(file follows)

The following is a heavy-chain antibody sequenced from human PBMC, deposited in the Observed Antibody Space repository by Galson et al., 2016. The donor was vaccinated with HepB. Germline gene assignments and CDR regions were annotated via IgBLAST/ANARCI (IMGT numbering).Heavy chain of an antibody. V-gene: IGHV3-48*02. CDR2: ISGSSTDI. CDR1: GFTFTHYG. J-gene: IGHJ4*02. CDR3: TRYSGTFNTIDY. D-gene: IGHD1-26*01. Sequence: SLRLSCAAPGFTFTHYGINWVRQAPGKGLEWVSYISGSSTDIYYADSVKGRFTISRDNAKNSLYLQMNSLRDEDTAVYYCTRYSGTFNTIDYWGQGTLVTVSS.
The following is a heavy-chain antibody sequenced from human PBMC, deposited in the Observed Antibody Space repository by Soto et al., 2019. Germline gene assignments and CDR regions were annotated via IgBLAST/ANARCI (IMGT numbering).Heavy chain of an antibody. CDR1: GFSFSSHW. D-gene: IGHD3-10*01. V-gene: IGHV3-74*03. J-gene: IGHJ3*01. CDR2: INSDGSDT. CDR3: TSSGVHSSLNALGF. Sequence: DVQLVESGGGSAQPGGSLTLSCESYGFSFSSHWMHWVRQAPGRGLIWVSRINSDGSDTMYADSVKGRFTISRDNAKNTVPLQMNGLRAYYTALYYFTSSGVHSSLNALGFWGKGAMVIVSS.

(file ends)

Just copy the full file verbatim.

The following is a heavy-chain antibody sequenced from human PBMC, deposited in the Observed Antibody Space repository by Galson et al., 2016. The donor was vaccinated with HepB. Germline gene assignments and CDR regions were annotated via IgBLAST/ANARCI (IMGT numbering).Heavy chain of an antibody. V-gene: IGHV3-48*02. CDR2: ISGSSTDI. CDR1: GFTFTHYG. J-gene: IGHJ4*02. CDR3: TRYSGTFNTIDY. D-gene: IGHD1-26*01. Sequence: SLRLSCAAPGFTFTHYGINWVRQAPGKGLEWVSYISGSSTDIYYADSVKGRFTISRDNAKNSLYLQMNSLRDEDTAVYYCTRYSGTFNTIDYWGQGTLVTVSS.
The following is a heavy-chain antibody sequenced from human PBMC, deposited in the Observed Antibody Space repository by Soto et al., 2019. Germline gene assignments and CDR regions were annotated via IgBLAST/ANARCI (IMGT numbering).Heavy chain of an antibody. CDR1: GFSFSSHW. D-gene: IGHD3-10*01. V-gene: IGHV3-74*03. J-gene: IGHJ3*01. CDR2: INSDGSDT. CDR3: TSSGVHSSLNALGF. Sequence: DVQLVESGGGSAQPGGSLTLSCESYGFSFSSHWMHWVRQAPGRGLIWVSRINSDGSDTMYADSVKGRFTISRDNAKNTVPLQMNGLRAYYTALYYFTSSGVHSSLNALGFWGKGAMVIVSS.